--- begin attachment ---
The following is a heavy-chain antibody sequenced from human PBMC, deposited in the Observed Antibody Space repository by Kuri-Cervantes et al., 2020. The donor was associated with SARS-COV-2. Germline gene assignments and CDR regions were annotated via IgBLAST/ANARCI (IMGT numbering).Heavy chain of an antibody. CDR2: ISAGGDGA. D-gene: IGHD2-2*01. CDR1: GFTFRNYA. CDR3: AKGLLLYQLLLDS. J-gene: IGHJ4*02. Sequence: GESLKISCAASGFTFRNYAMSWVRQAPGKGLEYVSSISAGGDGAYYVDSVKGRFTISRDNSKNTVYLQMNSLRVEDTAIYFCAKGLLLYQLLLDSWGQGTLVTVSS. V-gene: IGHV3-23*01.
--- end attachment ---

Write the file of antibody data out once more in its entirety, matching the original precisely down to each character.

The following is a heavy-chain antibody sequenced from human PBMC, deposited in the Observed Antibody Space repository by Kuri-Cervantes et al., 2020. The donor was associated with SARS-COV-2. Germline gene assignments and CDR regions were annotated via IgBLAST/ANARCI (IMGT numbering).Heavy chain of an antibody. CDR2: ISAGGDGA. D-gene: IGHD2-2*01. CDR1: GFTFRNYA. CDR3: AKGLLLYQLLLDS. J-gene: IGHJ4*02. Sequence: GESLKISCAASGFTFRNYAMSWVRQAPGKGLEYVSSISAGGDGAYYVDSVKGRFTISRDNSKNTVYLQMNSLRVEDTAIYFCAKGLLLYQLLLDSWGQGTLVTVSS. V-gene: IGHV3-23*01.